My fiancé has always loved travel, and was saving up for a year long road trip cross-country to take with his brother after he finished grad school and his brother got out of the army. When his brother passed away in Afghanistan in 2010, our lives were shattered pretty completely. His death impacted everything, and left us in the center of this desolate vortex of grief. Not knowing how else to proceed we kept moving and decided to still take the trip together. So on a hot sweltering day in July, we packed the Volvo and drove off.
This is Offbeat Home's archive of People posts.
"Homeowner", "renter" or "squatter" – whatever the label, these occupants take the Offbeat wherever they go.
Throughout my pregnancy I'd sit with my friends, often at a bar, sipping orange juice and Seven-Up and suspiciously eyeing my other female friends who weren't drinking. I watched drinking patterns to see whether or not I could "score" a maternity leave buddy for at least part of my year as a stay-at-home mom. Although I have many close friends who often act as designated driver, no one was pregnant while I was. I have a handful of mom friends who are at home right now, but they all live outside of the city and on average are a fifty-three minute drive away.
"I'm in a relationship where my partner is not interested in BDSM, but I am. My partner has decided that they're okay with me going to someone to help me with my needs. The problem is I don't know how to do this!"
I can help! First we'll talk about what to consider before engaging in a BDSM relationship, and then we'll talk about finding one.
(Un)Fortunately, we can't always convince everybody to agree with our personal brand of freedom and equality. By now I have realized that screaming "This is so unfair! Why don't you want to understand?" is not the smartest way to begin any kind of conversation. How do you cope with constant mentioning of idealogical deal breakers — homophobic, racist, misogynic, and many other discriminatory comments — with people you can't necessarily break things off with.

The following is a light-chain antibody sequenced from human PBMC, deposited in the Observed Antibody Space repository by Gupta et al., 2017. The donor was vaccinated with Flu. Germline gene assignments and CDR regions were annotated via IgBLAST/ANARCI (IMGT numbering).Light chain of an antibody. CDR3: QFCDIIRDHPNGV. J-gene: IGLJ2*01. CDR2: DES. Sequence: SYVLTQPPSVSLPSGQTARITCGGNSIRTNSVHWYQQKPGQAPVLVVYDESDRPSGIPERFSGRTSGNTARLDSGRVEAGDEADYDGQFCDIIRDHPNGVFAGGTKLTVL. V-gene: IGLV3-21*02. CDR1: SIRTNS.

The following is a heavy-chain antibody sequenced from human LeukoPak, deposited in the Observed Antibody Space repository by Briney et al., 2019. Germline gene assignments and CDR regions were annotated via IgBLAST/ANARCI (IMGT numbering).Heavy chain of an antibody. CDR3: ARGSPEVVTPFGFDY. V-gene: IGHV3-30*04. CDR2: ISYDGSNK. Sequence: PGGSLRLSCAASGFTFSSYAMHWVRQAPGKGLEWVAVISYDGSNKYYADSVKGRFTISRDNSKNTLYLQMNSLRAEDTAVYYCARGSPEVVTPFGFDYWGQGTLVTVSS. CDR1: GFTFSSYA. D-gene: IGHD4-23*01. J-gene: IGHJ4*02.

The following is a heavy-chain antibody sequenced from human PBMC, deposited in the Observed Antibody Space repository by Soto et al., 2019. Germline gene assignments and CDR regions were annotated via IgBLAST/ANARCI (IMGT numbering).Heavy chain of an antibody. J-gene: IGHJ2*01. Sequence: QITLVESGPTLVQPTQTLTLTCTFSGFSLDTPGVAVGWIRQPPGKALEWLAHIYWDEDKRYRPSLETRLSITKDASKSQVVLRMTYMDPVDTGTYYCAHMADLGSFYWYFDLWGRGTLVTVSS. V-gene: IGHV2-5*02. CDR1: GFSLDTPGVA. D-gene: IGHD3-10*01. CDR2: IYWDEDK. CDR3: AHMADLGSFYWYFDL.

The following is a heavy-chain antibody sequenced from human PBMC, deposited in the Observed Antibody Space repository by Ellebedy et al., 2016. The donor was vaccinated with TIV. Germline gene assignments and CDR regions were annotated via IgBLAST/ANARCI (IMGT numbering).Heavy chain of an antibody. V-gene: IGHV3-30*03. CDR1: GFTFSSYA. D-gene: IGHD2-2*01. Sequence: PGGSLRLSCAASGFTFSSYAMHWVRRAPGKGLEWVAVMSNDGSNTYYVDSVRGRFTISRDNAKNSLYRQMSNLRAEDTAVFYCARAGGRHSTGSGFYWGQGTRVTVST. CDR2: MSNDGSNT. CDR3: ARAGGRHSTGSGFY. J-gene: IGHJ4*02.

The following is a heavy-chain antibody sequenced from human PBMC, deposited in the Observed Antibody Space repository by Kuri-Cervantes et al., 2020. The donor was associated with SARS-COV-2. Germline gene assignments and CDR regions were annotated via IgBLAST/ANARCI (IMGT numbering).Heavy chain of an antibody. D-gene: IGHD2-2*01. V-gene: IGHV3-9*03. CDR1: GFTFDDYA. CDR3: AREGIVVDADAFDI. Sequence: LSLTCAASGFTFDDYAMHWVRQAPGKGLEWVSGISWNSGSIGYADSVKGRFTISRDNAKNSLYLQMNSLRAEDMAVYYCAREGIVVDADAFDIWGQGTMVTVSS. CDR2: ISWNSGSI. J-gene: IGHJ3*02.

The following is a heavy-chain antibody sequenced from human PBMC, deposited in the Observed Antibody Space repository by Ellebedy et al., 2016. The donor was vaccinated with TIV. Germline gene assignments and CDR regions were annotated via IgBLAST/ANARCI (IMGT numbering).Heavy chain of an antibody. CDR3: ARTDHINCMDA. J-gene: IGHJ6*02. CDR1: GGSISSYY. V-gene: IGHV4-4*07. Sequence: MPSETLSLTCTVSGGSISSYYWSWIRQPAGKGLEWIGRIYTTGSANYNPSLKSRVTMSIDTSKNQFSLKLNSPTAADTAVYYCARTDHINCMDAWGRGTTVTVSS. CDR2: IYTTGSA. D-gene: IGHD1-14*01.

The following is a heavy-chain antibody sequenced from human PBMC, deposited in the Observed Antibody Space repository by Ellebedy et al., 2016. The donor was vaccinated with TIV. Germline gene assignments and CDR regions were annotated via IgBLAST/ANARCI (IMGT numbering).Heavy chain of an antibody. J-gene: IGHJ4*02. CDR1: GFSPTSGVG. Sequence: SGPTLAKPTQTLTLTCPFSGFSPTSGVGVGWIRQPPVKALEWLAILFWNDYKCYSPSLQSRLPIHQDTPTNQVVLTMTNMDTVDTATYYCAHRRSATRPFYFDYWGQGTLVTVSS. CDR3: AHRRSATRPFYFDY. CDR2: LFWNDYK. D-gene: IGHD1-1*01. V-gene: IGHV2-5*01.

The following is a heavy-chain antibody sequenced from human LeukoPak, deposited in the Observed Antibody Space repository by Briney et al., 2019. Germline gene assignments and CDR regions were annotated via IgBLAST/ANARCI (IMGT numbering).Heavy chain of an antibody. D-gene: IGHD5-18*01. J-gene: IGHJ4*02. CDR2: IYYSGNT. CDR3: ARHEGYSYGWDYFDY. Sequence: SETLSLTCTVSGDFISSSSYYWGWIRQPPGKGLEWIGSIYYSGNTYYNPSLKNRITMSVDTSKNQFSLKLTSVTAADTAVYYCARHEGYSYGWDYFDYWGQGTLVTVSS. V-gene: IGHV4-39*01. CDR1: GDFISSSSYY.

When my husband and I met ten years ago on Orcas Island, we would spend a considerable amount of time dreaming of living alternatively. The thought of a house in a neighborhood bored us to tears. We wanted different, we wanted a little hardship in our living, and we wanted to physically work for what we had. The standard American way of living never looked that lovely to us. And then one day it all became clear. This little family of four + one old lab needed a boat.
I'm quite satisfied with the single life. Though I've really loved loving and living with my manfolk too. They are very, very different lifestyles. I've been having a funny feeling that I'm going to meet someone soon, and it's leading me to wonder if I even really want to. I've been contemplating single versus couple life a lot lately…
Carrie is a Los Angeles-based writer who's written about her experiences with kink and disability. "It's not often (i.e., almost never) that I get told I'm good at a physical activity. But now my body, which had spent so many years letting me down and making decisions without my consent, had gone and done something absolutely right — and done it better."
We very intentionally moved to our current home after a series of not-quite-right trials elsewhere in the country. In such a site, we saw our lives unfolding with love, adventure, and fresh air. And then, we lived in the home for a year, and realized things were not the way they had first seemed. The less pleasant characteristics of our neighborhood began to creep in, and their severity ranged from small to glaring.